Skip to main page content
Access keys NCBI Homepage MyNCBI Homepage Main Content Main Navigation
. 2017 Feb 7;17(Suppl 1):18.
doi: 10.1186/s12862-016-0870-2.

Phylogeography of Human Y-chromosome Haplogroup Q3-L275 From an Academic/Citizen Science Collaboration

Free PMC article

Phylogeography of Human Y-chromosome Haplogroup Q3-L275 From an Academic/Citizen Science Collaboration

Oleg Balanovsky et al. BMC Evol Biol. .
Free PMC article


Background: The Y-chromosome haplogroup Q has three major branches: Q1, Q2, and Q3. Q1 is found in both Asia and the Americas where it accounts for about 90% of indigenous Native American Y-chromosomes; Q2 is found in North and Central Asia; but little is known about the third branch, Q3, also named Q1b-L275. Here, we combined the efforts of population geneticists and genetic genealogists to use the potential of full Y-chromosome sequencing for reconstructing haplogroup Q3 phylogeography and suggest possible linkages to events in population history.

Results: We analyzed 47 fully sequenced Y-chromosomes and reconstructed the haplogroup Q3 phylogenetic tree in detail. Haplogroup Q3-L275, derived from the oldest known split within Eurasian/American haplogroup Q, most likely occurred in West or Central Asia in the Upper Paleolithic period. During the Mesolithic and Neolithic epochs, Q3 remained a minor component of the West Asian Y-chromosome pool and gave rise to five branches (Q3a to Q3e), which spread across West, Central and parts of South Asia. Around 3-4 millennia ago (Bronze Age), the Q3a branch underwent a rapid expansion, splitting into seven branches, some of which entered Europe. One of these branches, Q3a1, was acquired by a population ancestral to Ashkenazi Jews and grew within this population during the 1st millennium AD, reaching up to 5% in present day Ashkenazi.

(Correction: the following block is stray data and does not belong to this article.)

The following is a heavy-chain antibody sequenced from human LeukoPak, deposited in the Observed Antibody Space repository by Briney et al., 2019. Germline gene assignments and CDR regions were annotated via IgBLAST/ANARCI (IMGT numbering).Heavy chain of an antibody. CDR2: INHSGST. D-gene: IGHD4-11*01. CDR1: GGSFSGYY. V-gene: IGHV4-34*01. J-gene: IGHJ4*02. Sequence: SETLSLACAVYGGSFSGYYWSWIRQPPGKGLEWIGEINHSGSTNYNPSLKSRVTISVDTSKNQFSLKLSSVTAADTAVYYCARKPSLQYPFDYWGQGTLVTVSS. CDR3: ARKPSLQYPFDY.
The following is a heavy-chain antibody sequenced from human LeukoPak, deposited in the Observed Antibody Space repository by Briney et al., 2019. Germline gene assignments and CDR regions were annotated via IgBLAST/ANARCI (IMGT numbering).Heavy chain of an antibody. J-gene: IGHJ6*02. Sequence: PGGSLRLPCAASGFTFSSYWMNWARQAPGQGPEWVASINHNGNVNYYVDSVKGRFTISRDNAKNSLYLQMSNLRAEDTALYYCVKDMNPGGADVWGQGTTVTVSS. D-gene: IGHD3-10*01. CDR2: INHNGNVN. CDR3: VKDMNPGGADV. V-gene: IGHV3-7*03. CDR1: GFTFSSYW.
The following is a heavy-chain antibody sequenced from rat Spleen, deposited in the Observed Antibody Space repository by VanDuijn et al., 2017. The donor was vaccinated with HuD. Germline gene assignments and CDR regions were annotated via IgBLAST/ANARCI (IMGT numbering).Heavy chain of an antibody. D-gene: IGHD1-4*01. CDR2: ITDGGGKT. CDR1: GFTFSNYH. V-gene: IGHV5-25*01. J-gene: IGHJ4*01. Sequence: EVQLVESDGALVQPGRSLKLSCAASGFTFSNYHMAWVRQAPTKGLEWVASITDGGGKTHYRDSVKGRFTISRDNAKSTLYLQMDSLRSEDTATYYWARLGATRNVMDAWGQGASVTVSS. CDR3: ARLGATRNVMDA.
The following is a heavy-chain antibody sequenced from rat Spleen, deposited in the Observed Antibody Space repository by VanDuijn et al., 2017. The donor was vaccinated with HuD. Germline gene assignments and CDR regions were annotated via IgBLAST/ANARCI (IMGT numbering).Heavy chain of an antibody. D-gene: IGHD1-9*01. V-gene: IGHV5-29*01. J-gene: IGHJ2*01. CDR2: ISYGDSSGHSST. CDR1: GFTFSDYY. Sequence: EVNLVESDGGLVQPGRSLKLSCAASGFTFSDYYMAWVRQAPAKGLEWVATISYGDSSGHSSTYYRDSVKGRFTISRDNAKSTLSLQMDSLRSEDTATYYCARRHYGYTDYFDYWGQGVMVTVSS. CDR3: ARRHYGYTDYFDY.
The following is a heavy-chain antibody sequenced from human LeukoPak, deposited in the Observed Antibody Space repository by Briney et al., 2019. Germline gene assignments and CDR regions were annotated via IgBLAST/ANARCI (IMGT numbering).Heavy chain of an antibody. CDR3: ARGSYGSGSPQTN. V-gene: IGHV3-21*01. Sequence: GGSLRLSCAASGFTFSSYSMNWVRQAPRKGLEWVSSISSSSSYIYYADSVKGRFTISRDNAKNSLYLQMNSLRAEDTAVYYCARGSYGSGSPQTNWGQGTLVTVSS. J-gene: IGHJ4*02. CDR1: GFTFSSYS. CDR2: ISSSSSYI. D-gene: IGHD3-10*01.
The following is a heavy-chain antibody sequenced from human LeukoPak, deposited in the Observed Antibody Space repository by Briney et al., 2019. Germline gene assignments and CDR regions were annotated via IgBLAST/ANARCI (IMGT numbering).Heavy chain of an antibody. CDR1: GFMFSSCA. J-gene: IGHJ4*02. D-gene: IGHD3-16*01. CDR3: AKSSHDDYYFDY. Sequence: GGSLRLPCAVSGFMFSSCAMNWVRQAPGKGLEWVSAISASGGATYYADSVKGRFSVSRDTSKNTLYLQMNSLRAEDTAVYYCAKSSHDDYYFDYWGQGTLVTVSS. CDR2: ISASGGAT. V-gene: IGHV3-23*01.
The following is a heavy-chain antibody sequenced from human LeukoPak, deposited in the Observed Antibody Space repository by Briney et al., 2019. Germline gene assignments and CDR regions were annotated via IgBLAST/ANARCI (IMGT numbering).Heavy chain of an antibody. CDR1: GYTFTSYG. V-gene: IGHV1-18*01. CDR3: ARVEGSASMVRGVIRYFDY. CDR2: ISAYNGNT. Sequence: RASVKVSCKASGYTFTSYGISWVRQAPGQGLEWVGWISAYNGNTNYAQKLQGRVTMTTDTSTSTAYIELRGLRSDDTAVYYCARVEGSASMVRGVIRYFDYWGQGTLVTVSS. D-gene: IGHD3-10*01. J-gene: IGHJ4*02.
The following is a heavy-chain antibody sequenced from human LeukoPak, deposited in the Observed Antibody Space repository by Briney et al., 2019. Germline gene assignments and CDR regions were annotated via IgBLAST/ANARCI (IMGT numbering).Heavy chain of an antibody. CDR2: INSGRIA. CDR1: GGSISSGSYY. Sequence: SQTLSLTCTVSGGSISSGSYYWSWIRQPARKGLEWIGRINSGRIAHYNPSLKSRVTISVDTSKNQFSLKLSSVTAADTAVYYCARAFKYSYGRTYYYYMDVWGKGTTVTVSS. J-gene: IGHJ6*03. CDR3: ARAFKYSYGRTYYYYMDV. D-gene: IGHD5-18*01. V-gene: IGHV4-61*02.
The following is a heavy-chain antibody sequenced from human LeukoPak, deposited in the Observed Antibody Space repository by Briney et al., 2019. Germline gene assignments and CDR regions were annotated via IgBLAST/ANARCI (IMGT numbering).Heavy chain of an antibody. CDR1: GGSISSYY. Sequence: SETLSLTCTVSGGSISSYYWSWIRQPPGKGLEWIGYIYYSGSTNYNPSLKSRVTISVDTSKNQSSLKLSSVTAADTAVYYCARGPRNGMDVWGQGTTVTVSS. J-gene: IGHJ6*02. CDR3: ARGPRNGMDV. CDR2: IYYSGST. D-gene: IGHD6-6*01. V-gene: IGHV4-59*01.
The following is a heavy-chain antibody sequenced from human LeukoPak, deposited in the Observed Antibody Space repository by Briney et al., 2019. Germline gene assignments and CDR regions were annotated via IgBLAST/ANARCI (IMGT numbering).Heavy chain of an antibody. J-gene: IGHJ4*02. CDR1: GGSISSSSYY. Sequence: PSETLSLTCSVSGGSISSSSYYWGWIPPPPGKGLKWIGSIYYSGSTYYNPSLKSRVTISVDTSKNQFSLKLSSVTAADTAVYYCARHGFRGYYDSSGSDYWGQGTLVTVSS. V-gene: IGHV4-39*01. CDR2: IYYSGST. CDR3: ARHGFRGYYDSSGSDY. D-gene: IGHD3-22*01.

Conclusions: This study dataset was generated by a massive Y-chromosome genotyping effort in the genetic genealogy community, and phylogeographic patterns were revealed by a collaboration of population geneticists and genetic genealogists. This positive experience of collaboration between academic and citizen science provides a model for further joint projects. Merging data and skills of academic and citizen science promises to combine, respectively, quality and quantity, generalization and specialization, and achieve a well-balanced and careful interpretation of the paternal-side history of human populations.

Keywords: Ashkenazi; Gene geography; Genetic genealogy; Haplogroup Q; Phylogeography; Population genetics; Y-chromosome.


Fig. 1
Fig. 1
Overview of haplogroup Q. a Global frequency distribution map of haplogroup Q-M242. The map was constructed using Q-M242 frequencies in 480 populations (total sample size 65,528). b Phylogenetic structure of haplogroup Q-M242 (modified from [24])
Fig. 2
Fig. 2
Frequency distribution map of haplogroup Q3-L275. a Data from indigenous populations from academic papers (total sample size 11,566). b Data from genealogical projects (Jewish projects not included, total sample size 23,730). The plotted frequencies were calculated as number of Q3-L275 carriers in the corresponding genealogical project divided to the total number of persons in the project
Fig. 3
Fig. 3
Phylogenetic tree of haplogroup Q3-L275 based on full sequences of the Y-chromosome. Additional file 2: Table S1 provides the detailed version of this tree. Notes contain ages (in kilo years) of the principal clades. Samples used for age calculations are shown in italic
Fig. 4
Fig. 4
Phylogeographic summary: geographic locations of individual branches. Colors of branches correspond to colors on the inset maps and Fig. 3

Similar articles

See all similar articles

Cited by 7 articles

See all "Cited by" articles


    1. Seielstad MT, Minch E, Cavalli-Sforza LL. Genetic evidence for a higher female migration rate in humans. Nat Genet. 1998;20(3):278–280. doi: 10.1038/3088. - DOI - PubMed
    1. Oota H, Settheetham-Ishida W, Tiwawech D, Ishida T, Stoneking M. Human mtDNA and Y-chromosome variation is correlated with matrilocal versus patrilocal residence. Nat Genet. 2001;29(1):20–21. doi: 10.1038/ng711. - DOI - PubMed
    1. Destro Bisol G, Capocasa M, Anagnostou P. When gender matters: new insights into the relationships between social systems and the genetic structure of human populations. Mol Ecol. 2012;21(20):4917–4920. doi: 10.1111/mec.12001. - DOI - PubMed
    1. Underhill PA, Shen P, Lin AA, Jin L, Passarino G, Yang WH, Kauffman E, Bonné-Tamir B, Bertranpetit J, Francalacci P, et al. Y chromosome sequence variation and the history of human populations. Nat Genet. 2000;26(3):358–361. doi: 10.1038/81685. - DOI - PubMed
    1. Jobling MA, Tyler-Smith C. The human Y chromosome: an evolutionary marker comes of age. Nat Rev Genet. 2003;4(8):598–612. doi: 10.1038/nrg1124. - DOI - PubMed

LinkOut - more resources